You were kind enough, I recollect, in one of the letters I had the honour to receive from you in America to ask me to write to you. If I have not as yet fully availed myself of this privilege it is not because I did not feel it to be such but because I knew not what to send that would interest you. I saw England, indeed, at the heighth of her power and pride—I saw Holland, too, a fallen and ruined nation—but, even at so great a distance, I was sure that you would estimate the probable consequences of the ominous ripeness of the one and the dotage and decripitude of the other much better than I could, present as I was to the circumstances of both. Of their literature, I could of course say nothing, for England’s is our own and in Holland, though I saw a collection of nearly four hundred volumes of their poets and as much more of other belle-lettre writing, yet I believe their literature is still to appear. In Germany, however, I may be more fortunate. With its political organization and consequence, I believe we are sufficiently familiar in America, but its literature is a kind of terra in cognita to us. Its language is so strangely different from all the foreign dialects we have been accustomed to learn, and their classical authors are all so recent, that it does not enter into the system of our education nor, until Mad. de Stael’s book came among us, was its history or condition talked about or thought of. Yet I find it a very interesting literature. It has all the freshness and faithfulness of poetry of the early ages, while words are the representatives of sensible objects and simple feelings, rather than of abstractions and generalities, and yet being written so late has enough of modern refinement & regularity. Göthe, who is still alive, is their most popular and successful writer—and Werther, which we know in English only by a miserable imitation of a garbled French translation, made by someone, who understood neither of the languages, is their most popular book. Klopstock—except for his odes—is out of fashion—Wieland, too, is less respected than he was in his life-time—but Bürger, Voss, Lessing and Schiller have become classicks. The flexibility2 of their language,—which arises in a considerable degree from its being unsettled—enables them to make better translations than any other nation. This gives them a great advantage. The Greek tragedians and orators are rendered to them with a fidelity and purity and grace, of which in English we have no idea ever from Potter & Sir Wm. Jones.3 Voss’s Homer in the hexameter and line for line is an extraordinary approximation to the solitary greatness of the original and Schlegel’s Shakespeare seems to me every time I open it to be a new miracle. From what I had read of their literature in America I was satisfied it was very extraordinary but my expectations have been much exceeded.—In ancient learning they are unrivalled. Dr Parr, the best scholar alive in England, and certainly quite as vain of his own reputation and quite as proud of that of his country as a scholar need to be, bore to me a reluctant but decisive testimony to the superiority of Germany, which he justly attributed to a spirit of liberality & philosophy in their learning, which makes but slow progress in England. Winkelmann, who has long been the first authority in France & Italy on all subjects relating to the arts of the ancients and Heyne & his school in ancient criticism have placed yr.4 country at the head of classical learning in Europe. Indeed, I found from the english scholars & bibliographers, that there is hardly a single editio optima of a Greek or Roman author received among them, that was not elaborated in Germany.—In science, I know nothing of them as yet but by reputation. In mineralogy, botany & entomology, I find what the Abbé Correa told me, to be true, that they lead the rest of Europe. Professor Gauss—still a very young man—has recently acquired extraordinary reputation by his astronomical calculations. In the estimation of England and Germany he is already the rival of la Place and if the accounts I have received of the early developement and present compass of his talents are true, must soon stand before him, if farther discoveries remain to be made.—But, it is in vain to speak of particular persons or even particular branches of learning and science, for it is not from solitary and independent examples that the spirit of a nation can be measured. The σχολαϚικος in Hierocles carried a brick in his pocket as a specimen of the house he offered at sale and the name of a single author is an item no less inconsiderable in the account of national greatness. But no man can go far into the body of German literature—above all no man can come into their country & see their men of letters & professors, without feeling that there is an enthusiasm among them, which has brought them forward in forty years as far as other nations have been three centuries in advancing & which will yet carry them much farther—without seeing that there is an unwearied & universal diligence among their scholars—a general habit of labouring from fourteen to sixteen hours a day—which will finally give their country an extent and amount of learning of which the world has before had no example.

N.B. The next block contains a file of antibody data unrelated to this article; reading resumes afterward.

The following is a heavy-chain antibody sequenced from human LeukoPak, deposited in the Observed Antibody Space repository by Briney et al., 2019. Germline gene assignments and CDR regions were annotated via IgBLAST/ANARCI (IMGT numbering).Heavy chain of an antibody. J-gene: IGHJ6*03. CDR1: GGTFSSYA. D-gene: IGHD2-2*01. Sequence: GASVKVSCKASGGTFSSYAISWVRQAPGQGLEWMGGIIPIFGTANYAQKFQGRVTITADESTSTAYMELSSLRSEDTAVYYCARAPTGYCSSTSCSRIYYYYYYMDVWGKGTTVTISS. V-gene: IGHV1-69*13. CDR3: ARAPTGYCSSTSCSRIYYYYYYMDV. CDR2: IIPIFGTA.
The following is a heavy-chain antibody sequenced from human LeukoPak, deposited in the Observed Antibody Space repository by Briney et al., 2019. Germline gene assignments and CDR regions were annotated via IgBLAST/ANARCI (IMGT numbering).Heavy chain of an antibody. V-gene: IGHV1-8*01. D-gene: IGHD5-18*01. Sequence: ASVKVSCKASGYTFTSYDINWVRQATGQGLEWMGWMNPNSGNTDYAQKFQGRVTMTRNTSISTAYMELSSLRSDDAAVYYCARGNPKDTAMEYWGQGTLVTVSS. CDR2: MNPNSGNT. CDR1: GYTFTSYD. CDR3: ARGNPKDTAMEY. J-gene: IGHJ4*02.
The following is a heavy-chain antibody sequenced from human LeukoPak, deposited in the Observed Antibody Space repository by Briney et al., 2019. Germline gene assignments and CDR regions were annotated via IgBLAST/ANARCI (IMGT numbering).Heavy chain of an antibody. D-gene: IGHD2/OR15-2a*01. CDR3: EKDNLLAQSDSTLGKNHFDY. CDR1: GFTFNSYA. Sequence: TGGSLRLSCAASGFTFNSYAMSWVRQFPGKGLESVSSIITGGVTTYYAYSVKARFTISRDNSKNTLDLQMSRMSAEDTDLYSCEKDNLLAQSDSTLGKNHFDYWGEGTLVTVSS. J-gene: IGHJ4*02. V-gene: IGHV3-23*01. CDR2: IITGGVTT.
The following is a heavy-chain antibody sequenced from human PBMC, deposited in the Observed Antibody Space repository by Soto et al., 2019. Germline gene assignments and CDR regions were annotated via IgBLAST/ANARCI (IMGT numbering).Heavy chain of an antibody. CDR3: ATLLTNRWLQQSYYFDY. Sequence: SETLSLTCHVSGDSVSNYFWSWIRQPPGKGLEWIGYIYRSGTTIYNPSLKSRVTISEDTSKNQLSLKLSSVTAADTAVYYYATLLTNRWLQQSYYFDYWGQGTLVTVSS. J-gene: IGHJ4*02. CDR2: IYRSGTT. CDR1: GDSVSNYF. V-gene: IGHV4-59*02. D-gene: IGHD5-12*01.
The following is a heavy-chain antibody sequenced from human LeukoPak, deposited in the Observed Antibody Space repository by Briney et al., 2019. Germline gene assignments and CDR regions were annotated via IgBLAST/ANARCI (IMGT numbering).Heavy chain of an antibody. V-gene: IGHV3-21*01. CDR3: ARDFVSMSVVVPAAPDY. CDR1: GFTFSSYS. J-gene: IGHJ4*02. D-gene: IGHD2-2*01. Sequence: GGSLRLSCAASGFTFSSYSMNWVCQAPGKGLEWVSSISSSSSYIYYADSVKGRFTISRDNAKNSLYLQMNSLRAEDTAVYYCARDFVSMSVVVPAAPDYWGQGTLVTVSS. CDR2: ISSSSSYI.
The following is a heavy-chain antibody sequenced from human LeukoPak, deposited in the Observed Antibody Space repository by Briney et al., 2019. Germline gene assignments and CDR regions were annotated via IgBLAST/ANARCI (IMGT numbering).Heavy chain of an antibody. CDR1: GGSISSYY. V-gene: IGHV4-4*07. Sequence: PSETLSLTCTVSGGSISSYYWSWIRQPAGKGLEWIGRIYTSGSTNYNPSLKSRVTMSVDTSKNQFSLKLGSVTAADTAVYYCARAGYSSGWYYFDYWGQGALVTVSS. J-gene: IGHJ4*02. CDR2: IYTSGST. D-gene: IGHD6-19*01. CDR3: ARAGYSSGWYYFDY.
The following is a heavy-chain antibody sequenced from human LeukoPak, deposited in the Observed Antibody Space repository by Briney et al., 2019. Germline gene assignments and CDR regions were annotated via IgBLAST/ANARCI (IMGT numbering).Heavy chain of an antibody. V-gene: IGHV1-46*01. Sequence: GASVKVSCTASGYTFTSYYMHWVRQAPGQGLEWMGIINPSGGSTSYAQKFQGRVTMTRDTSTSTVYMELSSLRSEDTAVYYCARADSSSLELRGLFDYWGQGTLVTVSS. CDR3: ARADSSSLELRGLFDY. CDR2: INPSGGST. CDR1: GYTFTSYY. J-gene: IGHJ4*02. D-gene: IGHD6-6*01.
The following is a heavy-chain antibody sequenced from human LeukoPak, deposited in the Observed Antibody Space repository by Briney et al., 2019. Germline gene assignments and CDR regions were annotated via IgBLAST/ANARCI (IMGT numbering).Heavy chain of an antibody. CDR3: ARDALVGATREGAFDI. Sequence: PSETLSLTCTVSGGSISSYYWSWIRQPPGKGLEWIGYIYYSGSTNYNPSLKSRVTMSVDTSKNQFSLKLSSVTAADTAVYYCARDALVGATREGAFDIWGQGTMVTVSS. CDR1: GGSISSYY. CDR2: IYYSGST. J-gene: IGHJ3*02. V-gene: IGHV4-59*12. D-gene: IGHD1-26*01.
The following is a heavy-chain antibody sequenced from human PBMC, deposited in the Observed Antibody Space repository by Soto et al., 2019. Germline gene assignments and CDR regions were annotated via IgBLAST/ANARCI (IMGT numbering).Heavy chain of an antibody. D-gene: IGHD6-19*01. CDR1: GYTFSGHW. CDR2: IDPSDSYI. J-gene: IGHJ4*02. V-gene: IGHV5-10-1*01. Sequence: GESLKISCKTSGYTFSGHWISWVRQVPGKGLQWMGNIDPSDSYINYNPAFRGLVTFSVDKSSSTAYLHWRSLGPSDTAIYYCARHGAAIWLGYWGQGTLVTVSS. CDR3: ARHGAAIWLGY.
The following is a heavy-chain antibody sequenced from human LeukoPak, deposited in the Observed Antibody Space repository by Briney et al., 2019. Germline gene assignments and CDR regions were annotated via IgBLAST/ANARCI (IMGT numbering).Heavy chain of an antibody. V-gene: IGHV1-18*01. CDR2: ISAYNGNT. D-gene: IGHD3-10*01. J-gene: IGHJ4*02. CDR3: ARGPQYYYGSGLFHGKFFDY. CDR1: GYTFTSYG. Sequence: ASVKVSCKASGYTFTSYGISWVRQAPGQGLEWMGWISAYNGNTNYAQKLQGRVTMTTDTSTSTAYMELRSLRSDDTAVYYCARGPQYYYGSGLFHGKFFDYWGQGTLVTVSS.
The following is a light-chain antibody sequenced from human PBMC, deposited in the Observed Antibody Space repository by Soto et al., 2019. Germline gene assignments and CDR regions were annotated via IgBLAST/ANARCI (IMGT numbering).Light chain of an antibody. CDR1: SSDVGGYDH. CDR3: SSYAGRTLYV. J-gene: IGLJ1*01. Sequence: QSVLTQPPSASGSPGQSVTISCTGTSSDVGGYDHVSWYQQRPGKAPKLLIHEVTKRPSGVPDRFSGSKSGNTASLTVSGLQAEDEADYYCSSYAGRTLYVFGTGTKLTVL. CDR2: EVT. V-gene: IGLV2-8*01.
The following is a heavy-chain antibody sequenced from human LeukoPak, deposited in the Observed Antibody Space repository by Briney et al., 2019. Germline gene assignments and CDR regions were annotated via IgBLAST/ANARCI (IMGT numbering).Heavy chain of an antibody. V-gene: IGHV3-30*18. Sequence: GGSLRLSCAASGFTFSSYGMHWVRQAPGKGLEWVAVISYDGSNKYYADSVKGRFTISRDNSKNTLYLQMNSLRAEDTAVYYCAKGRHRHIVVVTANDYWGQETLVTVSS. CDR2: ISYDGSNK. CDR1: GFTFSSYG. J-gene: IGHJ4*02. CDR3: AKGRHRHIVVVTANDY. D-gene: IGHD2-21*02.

The first result of this enthusiasm & learning, which immediately5 broke through all the barriers that opposed it, was an universal toleration in all matters of opinion. No matter what a man thinks, he may teach it & print it, not only without molestation from the government but also without molestation from publick opinion which is so often more oppressive than ye arm of authority. I know not that any thing like it exists in any other country. The same freedom in france produced the revolution and the same freedom in England would now shake the deep foundations of the British throne—but here it passes as a matter of course and produces no effect but that of stimulating the talents of their thinking men. Every day books appear on government and religion which in ye rest of Europe would be suppressed by the state and in America would be put into the great catalogus expurgatorius of publick opinion but which here are read as any other books and judged according to their literary & philosophical merit. They get, perhaps, a severe review or a severe answer, but these are weapons which both parties can use and unfairness is very uncommon. Indeed every thing in Germany seems to me to be measured by the genius or acuteness or learning it discovers without reference to previous opinion or future consequences to an astonishing and sometimes to an alarming degree. Some of the examples of this are quite remarkable. This university, for instance, where there are now above nine hundred & fifty students to be instructed for Germany and Europe, is under the immediate protection & influence of the British crown. Its professors—forty in number—are paid from the treasury of Hannover and appointed by its regency. Yet the principal theologian & most popular professor here (Eichhorn) has written a very learned and eloquent book and delivers to a crowded audience lectures no less learned & eloquent to prove that the New Testament was written in ye latter end of the second century—and another professor of much reputation (Schultz) teaches that “a miracle is a natural and a revelation a metaphysical impossibility”—If truth is to be attained by freedom of inquiry, as I doubt not it is, the German professors & literati are certainly in the high road, and have the way quietly open before them.